You need a transfer to reach this hotel. For approximate costs, see location information
Soneva Fushi is a private-island getaway on unspoilt Kunfunadhoo, in the western Maldives’ Baa Atoll.
International flights land at Male’s Ibrahim Nasir International Airport. A member of the hotel staff will meet you at the airport and take you to the seaplane, a five-minute drive away. From there it’s a 35-minute flight to Soneva Fushi International Airport (a few square metres of floating platform just off the island’s shores). Return flights cost US$900-1,100 an adult (ages 12-and-up), $550-650 a child (aged 2–11); tots under two fly for free, but they’ll need a ticket.
It may be one of the largest islands in the Maldives, but at just under 1.5km long you won’t need a car at the resort.
Worth getting out of bed for
The near-castaway seclusion of Kunfunadhoo Island is much of its appeal, so there’s little to do here but to savour Soneva Fushi’s natural charms and holistic body-pampering activities.
The island has four snorkelling access points; with manta rays and turtles regularly sighted on the house reef, entire days can easily be filled drifting gently above the marine spectacle. The hotel has masks and fins for guests, and a resident marine biologist who can organise private snorkelling trips and night swims to see octopus, sleeping parrot fish, lobster and bioluminescent plankton. There’s also a diving school for beginners and confirmed PADI divers alike.
Set around a pond and waterfall nestled in the jungle, the indulgent Six Senses spa is as much about soothing the soul as the body. Local coconut is used in body scrub and massages treatments, and there are massage workshops, meditation training and yoga classes too.
Little Smiths can run riot in the children’s den. After a day spent splashing in their own swimming pools, scrambling through secret passageways and a pirate ship, or zipping down the water slides, they’ll have the best night’s sleep parents can dream of.
The only restaurants and bars on the island are the hotel's own. Budding chefs can try their hands at Maldivian cooking classes using the hotel’s garden’s own produce.
To get to Maldivian island resort Soneva Fushi, you need to take a short hop on a seaplane from Malé airport. But first, you head to the airport lounge to be plied with amuse bouches, foreshadowing the level of attention lavished on you when you land. We're served drinks and snacks, then asked – in a seemingly random fashion – to choose our favourite smell from two oil samples, one minty and one lemony. We pick lemon.
Landing on water is pretty cool for a five and seven year old; it’s also quite thrilling for us slightly older kids. Our eldest, Tom, pipes up: ‘it’s very jungly, isn’t it Mummy?’, which my wife and I think is a succinct summary of our first impressions. The island we were on before was more picture-postcard Maldives, whereas Soneva feels a bit more natural. If I'm totally honest, I’m not sure if I like it.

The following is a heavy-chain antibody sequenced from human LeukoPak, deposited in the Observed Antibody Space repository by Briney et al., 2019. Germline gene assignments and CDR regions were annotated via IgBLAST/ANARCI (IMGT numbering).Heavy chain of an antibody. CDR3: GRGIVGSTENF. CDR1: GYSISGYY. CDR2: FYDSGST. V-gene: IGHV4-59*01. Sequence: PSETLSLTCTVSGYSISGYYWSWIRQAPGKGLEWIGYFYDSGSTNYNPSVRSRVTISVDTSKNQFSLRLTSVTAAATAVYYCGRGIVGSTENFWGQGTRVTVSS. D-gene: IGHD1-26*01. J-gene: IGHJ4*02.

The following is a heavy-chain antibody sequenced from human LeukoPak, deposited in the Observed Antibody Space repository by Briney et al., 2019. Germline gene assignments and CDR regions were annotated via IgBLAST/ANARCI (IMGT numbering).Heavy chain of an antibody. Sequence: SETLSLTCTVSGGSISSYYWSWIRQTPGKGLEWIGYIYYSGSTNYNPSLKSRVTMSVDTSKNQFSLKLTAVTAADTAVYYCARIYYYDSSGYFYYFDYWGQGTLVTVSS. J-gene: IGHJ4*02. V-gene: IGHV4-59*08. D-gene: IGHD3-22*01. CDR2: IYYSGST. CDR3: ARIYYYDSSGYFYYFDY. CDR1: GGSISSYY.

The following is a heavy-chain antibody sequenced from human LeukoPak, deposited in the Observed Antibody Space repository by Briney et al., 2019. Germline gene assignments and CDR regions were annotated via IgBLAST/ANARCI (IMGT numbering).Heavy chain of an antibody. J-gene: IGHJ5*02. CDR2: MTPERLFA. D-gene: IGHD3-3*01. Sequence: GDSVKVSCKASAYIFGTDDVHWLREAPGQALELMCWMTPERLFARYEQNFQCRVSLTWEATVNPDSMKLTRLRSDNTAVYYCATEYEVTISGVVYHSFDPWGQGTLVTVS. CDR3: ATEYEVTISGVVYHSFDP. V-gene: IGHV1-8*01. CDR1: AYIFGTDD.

We’re greeted by beaming staff (in a genuine, not forced way), then our ‘man Friday’ Shamin takes us to our villa via a meandering, sandy path carved through the lush vegetation. Rather than our attendant or butler, Shamin is positioned more as a helpful friend, whom we all like. He explains that here we must relax, let him take care of everything and live by the hotel’s saying: ‘no news, no shoes’, which we do – we’re barefoot for almost the entire stay.When passing the Host Village; Shamin explains that staff are called hosts here, as they are hosting us, their guests, on the island. They live in the middle of the 1.5-kilometre-long and 0.5-kilometre-wide island – quite big by Maldives’ standards.
It’s definitely big enough to feel like an adventure for a couple of under-8s and there’s more than enough for this couple of 40-somethings, too. Our orientation tour passes by the Six Senses spa, the kitchen garden, the dive centre, the Barra Barra bar and the eco centre, which friends back home say we must visit.
We arrive at our private corner of the island and are shown around our indoor-outdoor living space. A lounge with giant orange-and-red day-beds works as the hub, with the master bedroom, kids’ room and a small kitchen just off it. Nothing from designer shops here; it’s more rustic, with an upcycled feel. It’s very comfortable and luxurious, just not in a shouty way. In fact, we learn that all furnishings are made on the island – impressive indeed. However, the real treats are at the front and back of our villa.